El-Mex-Kal 301 5th Street 530 476 3564 .It is our half way point , and chosen for convenience ,.but the quiet nature of the little town ,pleasant surroundings and relaxed feel has made it a favorite.

    1. Deborah

      Thanks for the El-Mex-Kal tip – will figure out how to place it. I like the sounds of travels – summer sausage, wheels of cheese sauerkraut, even the smell of
      cigars. The cheese image is reassuring about life somehow, and especially that it’s at room temperature. Somehow can’t imagine this in my part of the world.

  4. Deborah

    Oh dear, I see I left out a word in the Barstow part – “pretty lean choices” is what I meant to say if you have to cook your menu in bottled water!

  5. Deborah

    Elissa – Yes Elissa, there really is a Barstow, but pie there? If this isn’t a joke, do tell me where! I adore pie on the road, about the only time I ever eat it.

  6. Deborah

    Tracey – you must have some treasures in your little black book/i-phone. Any to share? Thanks for your response, and call sometime when you’re on this end!

  7. Jessica

    I am also a native Northern Californian living in Santa Fe; thank you so much for this list! I haven’t gone back to visit relatives for a while, and now I don’t dread the trip quite as much.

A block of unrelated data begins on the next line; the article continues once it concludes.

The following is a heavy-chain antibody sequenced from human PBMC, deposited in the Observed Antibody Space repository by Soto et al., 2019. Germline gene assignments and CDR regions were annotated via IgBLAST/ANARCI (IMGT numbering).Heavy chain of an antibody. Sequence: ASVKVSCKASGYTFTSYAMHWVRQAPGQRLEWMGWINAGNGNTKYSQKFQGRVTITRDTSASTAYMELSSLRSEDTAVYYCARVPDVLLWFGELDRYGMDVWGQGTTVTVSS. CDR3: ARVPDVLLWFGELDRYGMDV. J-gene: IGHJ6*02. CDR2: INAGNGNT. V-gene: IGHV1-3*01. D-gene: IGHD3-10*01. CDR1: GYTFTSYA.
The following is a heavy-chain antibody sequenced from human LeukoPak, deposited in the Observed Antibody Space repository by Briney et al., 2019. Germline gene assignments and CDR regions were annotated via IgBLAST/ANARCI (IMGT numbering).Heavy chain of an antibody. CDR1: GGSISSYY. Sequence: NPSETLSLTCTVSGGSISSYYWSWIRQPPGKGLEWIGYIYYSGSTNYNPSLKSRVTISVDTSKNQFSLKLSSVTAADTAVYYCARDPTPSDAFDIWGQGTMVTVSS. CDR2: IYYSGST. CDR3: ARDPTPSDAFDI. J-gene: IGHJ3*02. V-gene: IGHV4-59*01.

The Beaver Street Brewery in Flagstaff has decent wood-oven pizzas and is open late. Have you been to Mr. D’z Route 66 Diner in Kingman? I have stopped there a couple of times and thought it was okay. Just wondering how it compares to Oysters. Any thoughts on Bakersfield?

    1. Deborah

      HI Jessica – great to meet another Northern Californian. Thank you for your comments – that’s true – The Beaver Street Brewery is good – There are a number of good places in Flagstaff- too many to list
      right here, but I’ll add that. I haven’t been to Mr. D’z Route 66 Diner in Kingman, but am glad to know of another place to go. Oysters isn’t great food – it’s just that it’s a soulful place and the owners are there. I’m sure
      Bakersfield has some interesting places if you looked. I usually just cruise through, happy to be heading homeward (either home), but I’ll bet there’s a treasure to two to be found. Maybe a Basque restaurant? Next trip I’ll check it out.

  8. Carrie

    There’s a Mexican place – Plata’s – with two (three?) locations in Barstow – they make a mean zucchini burrito!

  9. Carol

    We do Central Illinois to San Luis Obispo and back every winter. A couple of years ago we had a surprisingly good breakfast at Peggy Sue’s 50’s Diner about 10 mi. or so east of Barstow. Our instinct is to avoid theme restaurants that have so many advertisements on the highway, but we needed breakfast and knew there wouldn’t be anything in Barstow. I had wonderful hashed browns–crispy on the outside, creamy on the inside and tasting like potatoes–and good over-easy eggs that tasted and looked fresh with nice dark yolks. My husband had oatmeal that was the old fashioned longer-cooking type–not quick cooking or instant. Maybe it was just the hunger, but we were pleasantly surprised

    1. Deborah

      Carol – thanks so much for that tip. Good to know, and I would never guess that Peggy Sue’s Diner, which I’ve passed countless times, had such tempting offerings. For another place in Barstow, in case Peggy Sue’s is closed, see CArrie’s comment above.